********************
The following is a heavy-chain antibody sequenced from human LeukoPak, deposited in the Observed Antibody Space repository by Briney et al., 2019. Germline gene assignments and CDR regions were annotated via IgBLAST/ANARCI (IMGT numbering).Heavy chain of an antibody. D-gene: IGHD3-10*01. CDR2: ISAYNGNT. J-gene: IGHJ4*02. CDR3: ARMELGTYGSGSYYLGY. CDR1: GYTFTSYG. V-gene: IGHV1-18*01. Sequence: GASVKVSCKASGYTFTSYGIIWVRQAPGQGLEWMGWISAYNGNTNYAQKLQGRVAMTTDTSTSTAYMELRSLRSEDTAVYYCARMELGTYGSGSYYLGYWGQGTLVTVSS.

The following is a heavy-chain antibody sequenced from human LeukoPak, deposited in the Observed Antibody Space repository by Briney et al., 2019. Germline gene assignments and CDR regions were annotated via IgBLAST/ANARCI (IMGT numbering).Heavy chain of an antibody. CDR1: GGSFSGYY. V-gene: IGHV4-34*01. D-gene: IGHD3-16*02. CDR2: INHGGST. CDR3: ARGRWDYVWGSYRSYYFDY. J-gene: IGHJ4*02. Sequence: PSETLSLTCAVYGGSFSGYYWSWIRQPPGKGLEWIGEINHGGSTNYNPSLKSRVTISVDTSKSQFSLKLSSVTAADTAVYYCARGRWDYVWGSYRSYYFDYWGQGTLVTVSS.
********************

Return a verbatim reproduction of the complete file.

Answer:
The following is a heavy-chain antibody sequenced from human LeukoPak, deposited in the Observed Antibody Space repository by Briney et al., 2019. Germline gene assignments and CDR regions were annotated via IgBLAST/ANARCI (IMGT numbering).Heavy chain of an antibody. D-gene: IGHD3-10*01. CDR2: ISAYNGNT. J-gene: IGHJ4*02. CDR3: ARMELGTYGSGSYYLGY. CDR1: GYTFTSYG. V-gene: IGHV1-18*01. Sequence: GASVKVSCKASGYTFTSYGIIWVRQAPGQGLEWMGWISAYNGNTNYAQKLQGRVAMTTDTSTSTAYMELRSLRSEDTAVYYCARMELGTYGSGSYYLGYWGQGTLVTVSS.

The following is a heavy-chain antibody sequenced from human LeukoPak, deposited in the Observed Antibody Space repository by Briney et al., 2019. Germline gene assignments and CDR regions were annotated via IgBLAST/ANARCI (IMGT numbering).Heavy chain of an antibody. CDR1: GGSFSGYY. V-gene: IGHV4-34*01. D-gene: IGHD3-16*02. CDR2: INHGGST. CDR3: ARGRWDYVWGSYRSYYFDY. J-gene: IGHJ4*02. Sequence: PSETLSLTCAVYGGSFSGYYWSWIRQPPGKGLEWIGEINHGGSTNYNPSLKSRVTISVDTSKSQFSLKLSSVTAADTAVYYCARGRWDYVWGSYRSYYFDYWGQGTLVTVSS.